Acting Secretary of State Leigh M. Chapman encouraged Pennsylvanians to educate themselves about their rights before they vote in person on November 8.
Chapman also reminded Pennsylvanians voting by mail-in or absentee ballot to return their voted ballot immediately, delivering it in person to their county election board or other authorized location. Check vote.pa.gov to find ballot drop-off locations and county election office hours. The deadline for county election boards to receive voted mail ballots is 8 p.m. Nov. 8, Election Day. A postmark by that time does not count.
“Voters have the right to cast their vote without harassment or intimidation,” Chapman said. “They can find a wealth of information about their rights at the Department of State’s site, vote.pa.gov.”
Here are some important tips regarding voter rights in Pennsylvania:
- Only first-time voters, or those voting for the first time in a new precinct, must show ID. Acceptable ID includes both photo and non-photo ID. Registered first-time voters who do not bring ID to the polls can return with identification or must be offered a provisional ballot.
- Voters who applied for and received a mail ballot and then decide they want to vote at the polls must bring their mail ballot packet with them to be voided.
- If a voter applied for a mail ballot but did not return it and no longer has the mail ballot and envelopes, they may vote by provisional ballot at their polling place on Election Day. Their county board of elections will then verify that they did not vote by mail before counting their provisional ballot.
- If a voter applied for a mail ballot but never received it, they should vote by provisional ballot at the polls on Election Day. Their county board of elections will then verify that they did not vote by mail before counting their provisional ballot.
- If a voter’s name is not in the poll book, poll workers can call the County Board of Elections to see if the voter is registered in another precinct in the county. Registered voters who are in the wrong precinct polling place should go to the correct polling place to vote, but a voter who believes he or she is registered in the precinct and should be listed in the poll book is entitled to cast a provisional ballot.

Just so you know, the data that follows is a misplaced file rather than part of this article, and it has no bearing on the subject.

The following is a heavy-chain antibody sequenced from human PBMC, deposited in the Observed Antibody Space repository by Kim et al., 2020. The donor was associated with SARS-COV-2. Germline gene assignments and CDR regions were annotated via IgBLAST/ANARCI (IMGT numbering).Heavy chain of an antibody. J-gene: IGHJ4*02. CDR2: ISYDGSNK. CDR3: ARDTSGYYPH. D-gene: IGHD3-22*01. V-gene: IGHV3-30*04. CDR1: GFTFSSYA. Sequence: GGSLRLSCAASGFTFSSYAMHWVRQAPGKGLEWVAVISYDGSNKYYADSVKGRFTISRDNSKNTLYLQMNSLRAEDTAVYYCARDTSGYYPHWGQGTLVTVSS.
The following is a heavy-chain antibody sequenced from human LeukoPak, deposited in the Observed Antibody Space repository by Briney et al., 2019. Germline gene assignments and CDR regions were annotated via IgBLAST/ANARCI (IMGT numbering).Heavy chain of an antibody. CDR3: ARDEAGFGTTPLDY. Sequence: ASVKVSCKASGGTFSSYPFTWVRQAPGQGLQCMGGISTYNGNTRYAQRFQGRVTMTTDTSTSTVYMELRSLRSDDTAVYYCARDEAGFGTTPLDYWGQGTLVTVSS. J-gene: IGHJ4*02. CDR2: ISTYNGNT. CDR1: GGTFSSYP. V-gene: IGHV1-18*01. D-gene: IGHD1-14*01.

- Voters who moved within Pennsylvania but did not update their address in time before the election may vote one more time in their previous precinct, but they must update their address at the polling place.
- If 50 percent or more of the voting machines at a polling place are not working, voters have the right to use an emergency paper ballot. Poll workers should immediately offer the ballots but, if they do not, voters should request one rather than leave without voting.
- If a voter is challenged on the basis of identity or residency, the voter may vote normally by signing a challenge affidavit and producing a witness who is also a registered voter in the precinct to vouch for them. If the voter cannot or does not want to produce a witness, the voter may cast a provisional ballot. Identity and residency are the only bases for challenging a voter at a polling place.
- Voters have the right to assistance at the polling place, including foreign language or literacy assistance. A voter may select any person to assist as long as the person is not their employer, union representative or the Judge of Elections. Voters do not need to be designated as “assistance permitted” in the poll book to receive help. A person who wants assistance will be asked to sign an Assistance Declaration at the precinct, unless the poll book already indicates “assistance permitted.”
- Voters have the right to refuse assistance.
- Voters have the right to vote without being subjected to intimidation, harassment, or discriminatory conduct. A voter who experiences intimidation should report it to their county board of elections and the district attorney’s office. Voters can also call the Department of State’s year-round voter hotline at 1-877-VOTESPA (1-877-868-3772).